The Environment Fund (plastic bag tax receipts and landfill levies) represents the earth’s capacity to absorb waste which is a commons good. In line with our policy re commons elsewhere the use of the commons should be charged for and the receipts used to conserve the resource with the surplus returned as a dividend to the citizen beneficiaries. Contrary to the Report recommendations, the Environmental Pillar proposes that the Environment Fund remains hypothecated to support waste minimization, recycling processing environmental protection, sustainable development research etc and to support agencies and NGOs that contribute to that aim. A strong case could be made that

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Environmental Pillar Submission on the McCarthy Report

all waste charges should be treated the same way and not be returned to local authority general funds but hypothecated in the same way. The Environmental Pillar proposes that River Basin District Trusts hold, supervise and sell water resources in their catchment areas – the natural bioregions. Local authorities would pass these charges to consumers charging them in turn for water use over a basic quota. Detailed Paper 8. Para E2 (of Volume II) The Environmental Pillar does not support the removal of services from local authorities to national bodies, but rather welcomes the commitment for regional provision of some services under the “Renewed Programme for Government”. viz “We will start on a far reaching reform of local government in Ireland which will strengthen the strategic role and function of regional authorities in planning, transport, water and waste management.”9 Annual land value taxation would reward effective infrastructure investment by local authorities as the value of land adjacent to good infrastructure will rise and lead to increased LVT receipts and so on in a virtuous cycle. Whilst concurring with the urgent need for local government reform the Environmental Pillar submits that the proposal to create 22 unitary county authorities proposed in section 3.8 will not produce effective government capable of implementing nationally agreed spatial policy. •

there are currently 88 different planning authorities with boundaries that do not reflect modern functional units. This is ineffective and inefficient.

County Councils have consistently failed to represent the interests of communities in respect of decisions relating to land use, development and planning. The Ombudsman referred advisedly to ‘public cynicism’ and evidence in the Flood Tribunal pointed to anti-democratic intrigue and corruption which in no small part has led to the current collapse of the construction industry. Justice Quirke also referred to the abuse of the county council rezoning system in the High Court Case, Smith and McEvoy versus Meath County Council there has been an appropriate unwillingness to devolve power or money-raising powers to Councils due to these and other problems; however, this leads to a situation where power is concentrated nationally in the different Ministries and agencies. Reform of local structures is required before power to tax, spend and deliver services can be devolved. The Environmental Pillar proposes a system of local government based on 6 Regional or City Region authorities primarily responsible for land use and transport with the remit to grant outline planning permissions and zone land for development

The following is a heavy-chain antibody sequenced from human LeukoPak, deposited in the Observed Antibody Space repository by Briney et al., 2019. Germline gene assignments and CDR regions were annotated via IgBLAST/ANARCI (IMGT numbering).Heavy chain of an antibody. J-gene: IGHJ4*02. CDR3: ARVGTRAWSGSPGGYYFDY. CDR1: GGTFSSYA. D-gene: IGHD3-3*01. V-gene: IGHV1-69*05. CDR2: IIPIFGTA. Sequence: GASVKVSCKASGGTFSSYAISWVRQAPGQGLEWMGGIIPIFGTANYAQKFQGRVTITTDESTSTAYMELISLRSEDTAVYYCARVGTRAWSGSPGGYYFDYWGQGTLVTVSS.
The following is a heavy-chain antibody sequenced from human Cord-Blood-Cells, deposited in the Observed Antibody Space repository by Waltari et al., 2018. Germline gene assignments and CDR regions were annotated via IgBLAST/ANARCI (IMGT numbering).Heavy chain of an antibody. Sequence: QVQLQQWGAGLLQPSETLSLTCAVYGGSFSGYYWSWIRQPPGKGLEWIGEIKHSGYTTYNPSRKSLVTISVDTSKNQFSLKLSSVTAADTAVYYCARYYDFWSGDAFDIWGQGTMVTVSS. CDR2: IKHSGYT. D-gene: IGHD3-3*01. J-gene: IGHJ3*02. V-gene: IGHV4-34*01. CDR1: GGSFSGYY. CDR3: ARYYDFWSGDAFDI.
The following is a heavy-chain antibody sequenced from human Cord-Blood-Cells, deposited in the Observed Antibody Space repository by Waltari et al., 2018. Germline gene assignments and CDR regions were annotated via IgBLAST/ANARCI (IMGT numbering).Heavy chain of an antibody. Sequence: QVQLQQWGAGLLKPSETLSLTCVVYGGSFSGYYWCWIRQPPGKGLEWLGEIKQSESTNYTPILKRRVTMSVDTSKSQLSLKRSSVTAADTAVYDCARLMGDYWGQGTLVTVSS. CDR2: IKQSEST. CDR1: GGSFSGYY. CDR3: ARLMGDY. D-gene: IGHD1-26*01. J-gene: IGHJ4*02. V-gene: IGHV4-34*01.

9 Renewed Programme For Government page 36

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Environmental Pillar Submission on the McCarthy Report

where necessary. Full time paid members (approx 25 in each authority except Dublin which would have 60 members) would be drawn from County Councils and public community organisations. •

International and Irish research seems to suggest that the need to compete in the global economy requires the development of City Regions, and that these should have good universities and clusters of knowledge centres.

Current regional authorities may shortly be given greater power in the new Planning Act but at present these authorities are under-resourced, poorly staffed and mirror many of the problems of county councils and their democratic deficit. Without reform they will not be able to give the leadership demanded of them.

An Ombudsman should monitor the work of the new regional authorities in line with national government policy 22 - 26 Counties would remain (incorporating City and Town Councils) with revised boundaries to reflect functional urban areas) as service providers to implement regional policy. They should be bound by law as laid out in the new Planning Act shortly to be debated. Council members would be unpaid. The people clearly have an affinity for county, town and parish councils that may not be transferred to regional authorities. This social capital should be protected but in a way that cannot be perverted. As proposed by McCarthy, Town Councils would lose their existing inconsistent powers but Town and Parish Councils should remain with a new remit as a debating and consultative council of unpaid elected members.